Tennessee Announces Its 20th Captive Insurance Company
The great State of Tennessee recently announced that it has licensed its 20th captive insurance company (CIC. This is solid progress toward the goal established by Governor Bill Haslam of licensing 30 CICs in Tennessee 2013. Governor Haslam is widely considered to be “pro-business” and he has stated his conviction that a thriving captive insurance industry is good for Tennessee, its businesses and Tennessee workers. Captives can free up business capital to support business growth. The Haslam administration clearly views CICs as a means for Tennessee businesses to reduce the impact of rising insurance costs, increasing regulation and rising taxes to their bottom line. The result is more business capital (wealth) in Tennessee businesses that can be invested to grow and create more jobs.
This Is Not Your Father’s Captive Insurance Industry
Tennessee’s success is a microcosm of the growing CIC industry and it follows a 30 year trend characterized by increasing accessibility to CICs. Setting up and operating a captive insurance company is increasingly easier, faster and more affordable. Competing states and offshore domiciles have driven down start-up costs, capital requirements and reduced red tape required for captive formation.
Tennessee overhauled its captive insurance laws in the Summer of 2011 with the goal of attracting and licensing CICs in Tennessee. The state also expanded its captive insurance division and has gone on the record stating “with proper paperwork, captive approval in Tennessee takes a week or less.”
Big Win for Business Owners
Clearly, captive insurance is a growing industry, and the positive stance of our state officials is encouraging. This is a big win for business owners as profitable small and mid-sized businesses have the ability to “Own Their Own Insurance Company.”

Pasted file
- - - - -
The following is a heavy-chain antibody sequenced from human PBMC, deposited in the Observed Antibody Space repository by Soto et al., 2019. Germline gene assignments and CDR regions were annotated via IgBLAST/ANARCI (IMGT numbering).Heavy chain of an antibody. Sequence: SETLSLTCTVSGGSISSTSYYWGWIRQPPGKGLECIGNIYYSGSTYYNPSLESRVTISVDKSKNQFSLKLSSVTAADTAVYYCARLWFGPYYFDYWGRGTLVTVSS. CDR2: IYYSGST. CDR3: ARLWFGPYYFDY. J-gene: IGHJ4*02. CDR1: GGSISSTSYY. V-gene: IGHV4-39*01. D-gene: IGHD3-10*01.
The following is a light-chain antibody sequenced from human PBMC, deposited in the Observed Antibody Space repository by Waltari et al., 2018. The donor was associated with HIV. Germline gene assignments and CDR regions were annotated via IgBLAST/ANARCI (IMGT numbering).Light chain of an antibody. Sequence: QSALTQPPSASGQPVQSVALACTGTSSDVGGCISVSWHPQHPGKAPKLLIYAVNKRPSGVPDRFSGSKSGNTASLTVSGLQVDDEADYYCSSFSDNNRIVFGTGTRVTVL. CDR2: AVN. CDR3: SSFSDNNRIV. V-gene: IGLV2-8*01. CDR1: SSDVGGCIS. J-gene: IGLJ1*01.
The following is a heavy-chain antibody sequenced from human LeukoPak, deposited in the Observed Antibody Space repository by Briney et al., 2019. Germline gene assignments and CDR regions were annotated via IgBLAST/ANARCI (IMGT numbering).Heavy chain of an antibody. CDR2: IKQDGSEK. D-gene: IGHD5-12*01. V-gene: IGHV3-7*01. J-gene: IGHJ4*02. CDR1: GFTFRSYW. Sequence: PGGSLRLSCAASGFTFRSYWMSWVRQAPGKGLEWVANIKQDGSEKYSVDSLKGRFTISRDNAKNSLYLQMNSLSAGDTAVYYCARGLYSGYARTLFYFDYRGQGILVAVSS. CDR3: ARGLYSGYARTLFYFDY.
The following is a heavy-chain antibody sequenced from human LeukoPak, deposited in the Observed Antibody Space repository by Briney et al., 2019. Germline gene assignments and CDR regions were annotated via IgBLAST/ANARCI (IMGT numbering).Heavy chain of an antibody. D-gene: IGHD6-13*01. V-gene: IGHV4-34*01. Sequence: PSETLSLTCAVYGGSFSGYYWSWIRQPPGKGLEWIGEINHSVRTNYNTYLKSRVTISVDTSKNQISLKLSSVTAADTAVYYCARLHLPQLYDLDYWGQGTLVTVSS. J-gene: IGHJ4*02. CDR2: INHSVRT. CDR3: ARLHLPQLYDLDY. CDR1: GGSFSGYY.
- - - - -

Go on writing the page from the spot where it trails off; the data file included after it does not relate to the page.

Benefits of Owning Your Own Insurance Company
A captive insurance company is a game changing financial vehicle that can provide tremendous added value to businesses and business owners. In this case, we are describing what is known as a captive insurance company or small casualty insurance company under the Internal Revenue Code section 831 (b).
First and foremost, a captive insurance company can provide more effective risk management and casualty insurance protection to a parent company or companies. This should be the primary purpose for creating a captive insurance company. A captive insurance company also affords many ancillary benefits to the business, its owners and its CFO. Owning one or more captive insurance companies enables business owners to solve for many other financial needs and wants.
Owning a captive insurance company can enable business owners and professionals to more effectively address the following wants and needs:
- Reduce insurance costs
- Improve risk management and insurance protection
- Experience significant tax savings
- Improve asset protection
- Accelerate wealth accumulation
An experienced attorney and captive management firm can ensure captives are set up properly with an operating plan and procedures that meet the requirements necessary to function as a licensed insurance company.
What Is A Captive Insurance Company?
A captive is a unique but REAL casualty insurance company. It includes its own corporation, insurance license, reserves, policies, policyholders, and claims. It is a formal way for business owners to self-insure, and captives are generally formed to insure the risks of owners and related or affiliated third parties.
There are many risks that all businesses regularly face and informally self-insure. It’s worth noting that businesses informally self-insure with after tax dollars, meaning that a businesses’ “rainy day fund” is usually comprised of retained earnings that have already been taxed. With a captive in place, businesses can formally insure risks not normally insured by third party insurers.
Premiums are paid from the parent company to the captive with tax deductible or pre-tax dollars, and can accumulate tax-free as reserves of the captive (up to $1.2 million annually). Reserves can be transferred into virtually any other type of asset (some domiciles have restrictions). Hence premiums paid are in effect a “transfer of wealth” and are protected from the parent company’s creditors and lawsuits.